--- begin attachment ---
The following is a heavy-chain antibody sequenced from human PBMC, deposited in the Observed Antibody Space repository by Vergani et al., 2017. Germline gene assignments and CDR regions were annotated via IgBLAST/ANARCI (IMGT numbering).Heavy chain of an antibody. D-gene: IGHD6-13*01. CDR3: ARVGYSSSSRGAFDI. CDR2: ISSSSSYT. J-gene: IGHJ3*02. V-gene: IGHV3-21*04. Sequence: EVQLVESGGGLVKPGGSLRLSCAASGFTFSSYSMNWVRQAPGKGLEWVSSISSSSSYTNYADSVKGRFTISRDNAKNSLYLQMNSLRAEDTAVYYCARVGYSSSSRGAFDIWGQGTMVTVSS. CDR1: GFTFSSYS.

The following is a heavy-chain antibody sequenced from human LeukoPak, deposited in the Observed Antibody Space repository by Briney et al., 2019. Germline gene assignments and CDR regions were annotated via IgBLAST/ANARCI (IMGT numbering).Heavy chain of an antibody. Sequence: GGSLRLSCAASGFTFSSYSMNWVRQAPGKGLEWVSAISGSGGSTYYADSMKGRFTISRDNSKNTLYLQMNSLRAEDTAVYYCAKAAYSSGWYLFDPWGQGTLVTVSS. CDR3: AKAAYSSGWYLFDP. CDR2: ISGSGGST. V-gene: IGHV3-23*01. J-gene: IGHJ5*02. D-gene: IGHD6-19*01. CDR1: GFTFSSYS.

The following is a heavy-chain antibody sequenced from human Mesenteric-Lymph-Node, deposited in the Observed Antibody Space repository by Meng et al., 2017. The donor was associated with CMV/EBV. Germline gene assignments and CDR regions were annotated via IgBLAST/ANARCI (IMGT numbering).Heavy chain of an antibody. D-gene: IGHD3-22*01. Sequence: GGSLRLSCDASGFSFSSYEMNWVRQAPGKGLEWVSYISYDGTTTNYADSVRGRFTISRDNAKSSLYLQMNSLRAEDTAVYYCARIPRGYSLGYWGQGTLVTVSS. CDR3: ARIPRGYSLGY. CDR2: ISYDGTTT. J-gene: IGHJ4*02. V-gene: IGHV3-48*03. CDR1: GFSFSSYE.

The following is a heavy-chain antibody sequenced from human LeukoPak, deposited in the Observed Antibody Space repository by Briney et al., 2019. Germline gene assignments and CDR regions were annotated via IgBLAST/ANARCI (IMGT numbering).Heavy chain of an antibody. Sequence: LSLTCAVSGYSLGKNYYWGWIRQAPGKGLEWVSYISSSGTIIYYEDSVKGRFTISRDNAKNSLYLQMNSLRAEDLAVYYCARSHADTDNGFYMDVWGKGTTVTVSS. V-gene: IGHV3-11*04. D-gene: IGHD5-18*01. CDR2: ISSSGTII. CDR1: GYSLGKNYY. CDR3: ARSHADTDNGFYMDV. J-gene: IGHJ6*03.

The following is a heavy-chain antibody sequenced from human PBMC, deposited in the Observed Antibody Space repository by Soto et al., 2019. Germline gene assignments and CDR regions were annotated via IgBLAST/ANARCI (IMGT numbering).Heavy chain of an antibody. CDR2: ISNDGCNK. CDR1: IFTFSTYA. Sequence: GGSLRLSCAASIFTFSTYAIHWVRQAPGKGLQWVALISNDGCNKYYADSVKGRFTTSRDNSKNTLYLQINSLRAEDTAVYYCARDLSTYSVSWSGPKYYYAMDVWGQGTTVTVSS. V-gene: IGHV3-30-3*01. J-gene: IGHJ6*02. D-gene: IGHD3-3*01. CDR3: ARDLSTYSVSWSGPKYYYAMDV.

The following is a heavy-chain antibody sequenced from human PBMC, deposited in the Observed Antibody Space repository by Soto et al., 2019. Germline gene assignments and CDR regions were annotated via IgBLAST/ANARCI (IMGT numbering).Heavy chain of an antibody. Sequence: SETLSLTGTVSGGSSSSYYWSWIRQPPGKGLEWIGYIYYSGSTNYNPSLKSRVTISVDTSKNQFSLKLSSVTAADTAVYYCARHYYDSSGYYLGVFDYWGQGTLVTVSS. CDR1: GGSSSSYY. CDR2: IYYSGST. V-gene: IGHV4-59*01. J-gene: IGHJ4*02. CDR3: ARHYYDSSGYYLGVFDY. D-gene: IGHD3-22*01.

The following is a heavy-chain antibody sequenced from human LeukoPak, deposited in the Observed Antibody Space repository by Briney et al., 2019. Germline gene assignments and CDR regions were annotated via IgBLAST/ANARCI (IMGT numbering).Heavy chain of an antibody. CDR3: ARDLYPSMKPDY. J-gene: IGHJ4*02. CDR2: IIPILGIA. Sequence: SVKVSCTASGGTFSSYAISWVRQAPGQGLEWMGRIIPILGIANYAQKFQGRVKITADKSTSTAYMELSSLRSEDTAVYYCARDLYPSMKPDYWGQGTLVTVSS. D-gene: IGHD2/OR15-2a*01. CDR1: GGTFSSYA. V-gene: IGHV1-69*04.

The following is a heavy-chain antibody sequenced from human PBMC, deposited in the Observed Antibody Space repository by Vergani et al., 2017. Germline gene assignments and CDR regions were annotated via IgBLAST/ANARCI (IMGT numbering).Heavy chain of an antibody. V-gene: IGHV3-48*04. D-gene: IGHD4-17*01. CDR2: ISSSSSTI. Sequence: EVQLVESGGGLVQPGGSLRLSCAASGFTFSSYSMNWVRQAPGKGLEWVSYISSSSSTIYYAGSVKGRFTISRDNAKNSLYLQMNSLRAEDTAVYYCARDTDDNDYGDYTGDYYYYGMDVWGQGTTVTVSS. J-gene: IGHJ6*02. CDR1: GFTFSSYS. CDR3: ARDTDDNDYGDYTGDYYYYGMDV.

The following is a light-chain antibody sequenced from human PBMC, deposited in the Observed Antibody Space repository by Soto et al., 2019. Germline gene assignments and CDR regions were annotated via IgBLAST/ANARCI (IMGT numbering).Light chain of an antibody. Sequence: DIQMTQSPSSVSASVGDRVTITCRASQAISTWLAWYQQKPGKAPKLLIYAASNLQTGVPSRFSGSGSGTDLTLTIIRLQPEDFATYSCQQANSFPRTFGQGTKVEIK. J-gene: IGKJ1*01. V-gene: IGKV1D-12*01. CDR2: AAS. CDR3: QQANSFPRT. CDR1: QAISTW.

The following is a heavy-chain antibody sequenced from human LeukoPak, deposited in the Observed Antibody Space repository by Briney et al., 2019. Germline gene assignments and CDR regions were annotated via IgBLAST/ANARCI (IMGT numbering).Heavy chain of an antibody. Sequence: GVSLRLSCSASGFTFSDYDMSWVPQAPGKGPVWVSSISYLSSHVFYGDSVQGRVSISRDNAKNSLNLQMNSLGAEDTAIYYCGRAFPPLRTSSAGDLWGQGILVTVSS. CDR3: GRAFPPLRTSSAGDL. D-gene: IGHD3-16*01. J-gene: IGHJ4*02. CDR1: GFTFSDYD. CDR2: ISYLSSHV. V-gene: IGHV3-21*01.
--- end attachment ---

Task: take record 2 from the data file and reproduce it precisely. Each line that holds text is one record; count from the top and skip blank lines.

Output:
The following is a heavy-chain antibody sequenced from human LeukoPak, deposited in the Observed Antibody Space repository by Briney et al., 2019. Germline gene assignments and CDR regions were annotated via IgBLAST/ANARCI (IMGT numbering).Heavy chain of an antibody. Sequence: GGSLRLSCAASGFTFSSYSMNWVRQAPGKGLEWVSAISGSGGSTYYADSMKGRFTISRDNSKNTLYLQMNSLRAEDTAVYYCAKAAYSSGWYLFDPWGQGTLVTVSS. CDR3: AKAAYSSGWYLFDP. CDR2: ISGSGGST. V-gene: IGHV3-23*01. J-gene: IGHJ5*02. D-gene: IGHD6-19*01. CDR1: GFTFSSYS.